Heart Views

: 2005  |  Volume : 6  |  Issue : 1  |  Page : 18--23

Pretreatment with ACE inhibitors improves outcome of electrical cardioversion in patients With presistent atrial fibrillation

Trudeke Van Noord1, Harry JGM Crijns2, Maarten P van den Berg1, Dirk J Van Veldhuisen1, Isabelle C Van Gelder1,  
1 Department of Cardiology, Thoraxcenter, University Hospital Groningen, Groningen, Netherlands
2 Department of Cardiology, University Hospital Maastricht, Maastricht, Netherlands

Correspondence Address:
Trudeke Van Noord
Department of Cardiology, Thoraxcenter, University Hospital Groningen, Groningen


Background: Persistent atrial fibrillation (AF) is difficult to treat. In the absence of class I or III antiarrhythmic drugs sinus rhythm is maintained in only 30% of patients during the first year after electrical cardioversion (ECV). One of the remodeling processes induced by AF is fibrosis, which relates to inducibility and maintenance of AF. The renin-angiotensin system may play a important role in this. The aim of this study was to investigate the role of angiotensin-converting enzyme (ACE) inhibitor use on efficacy of ECV, and occurrence of subacute recurrences. Methods: One hundred-seven consecutive patients with persistent AF underwent ECV. In twenty-eight (26%) patients ACE inhibitors had been started before initiation of the present episode of AF («SQ»pre-treated«SQ» patients). Results: ECV was successful in 96% of patients who were on ACE inhibitors before start of the present episode of AF compared to 80% of the patients not pre-treated (p = 0.04). After 1 month of follow-up 49% of the pre-treated patients and 50% of those not pre-treated with ACE inhibition were still in sinus rhythm (p=ns). Multivariate analysis showed that pre-treatment with ACE inhibitors and a smaller left atrial size were independent predictors of successful ECV (OR = 5.8, C.I. 1.3-26.1, and OR = 5.6, C.I. 1.2-25.3, respectively). Conclusions: Pre-treatment with ACE inhibitors may improve acute success of ECV but does not prevend AF recurrences.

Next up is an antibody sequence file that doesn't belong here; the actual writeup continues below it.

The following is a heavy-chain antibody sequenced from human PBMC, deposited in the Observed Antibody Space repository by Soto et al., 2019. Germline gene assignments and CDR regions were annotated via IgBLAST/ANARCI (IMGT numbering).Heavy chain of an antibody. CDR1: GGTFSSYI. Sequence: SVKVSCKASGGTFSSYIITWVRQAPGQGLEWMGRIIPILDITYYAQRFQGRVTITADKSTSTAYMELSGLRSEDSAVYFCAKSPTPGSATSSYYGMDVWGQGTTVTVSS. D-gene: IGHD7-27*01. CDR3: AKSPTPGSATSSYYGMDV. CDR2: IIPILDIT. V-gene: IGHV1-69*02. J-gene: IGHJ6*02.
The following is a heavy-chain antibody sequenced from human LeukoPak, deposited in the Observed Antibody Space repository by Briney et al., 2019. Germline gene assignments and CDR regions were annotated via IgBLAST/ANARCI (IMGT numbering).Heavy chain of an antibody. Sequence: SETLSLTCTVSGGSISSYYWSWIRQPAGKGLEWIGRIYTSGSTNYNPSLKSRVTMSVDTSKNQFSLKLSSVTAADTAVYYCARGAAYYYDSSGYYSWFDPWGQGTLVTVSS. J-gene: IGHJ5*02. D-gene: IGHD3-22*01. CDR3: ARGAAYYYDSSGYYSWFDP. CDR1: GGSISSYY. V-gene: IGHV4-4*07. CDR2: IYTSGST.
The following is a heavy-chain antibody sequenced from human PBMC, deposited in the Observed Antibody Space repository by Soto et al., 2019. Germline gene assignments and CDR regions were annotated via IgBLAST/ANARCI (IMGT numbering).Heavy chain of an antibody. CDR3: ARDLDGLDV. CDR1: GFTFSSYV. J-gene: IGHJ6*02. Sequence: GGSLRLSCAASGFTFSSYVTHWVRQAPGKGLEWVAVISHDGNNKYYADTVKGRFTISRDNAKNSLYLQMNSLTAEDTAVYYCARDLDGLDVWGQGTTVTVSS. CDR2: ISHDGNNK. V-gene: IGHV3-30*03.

How to cite this article: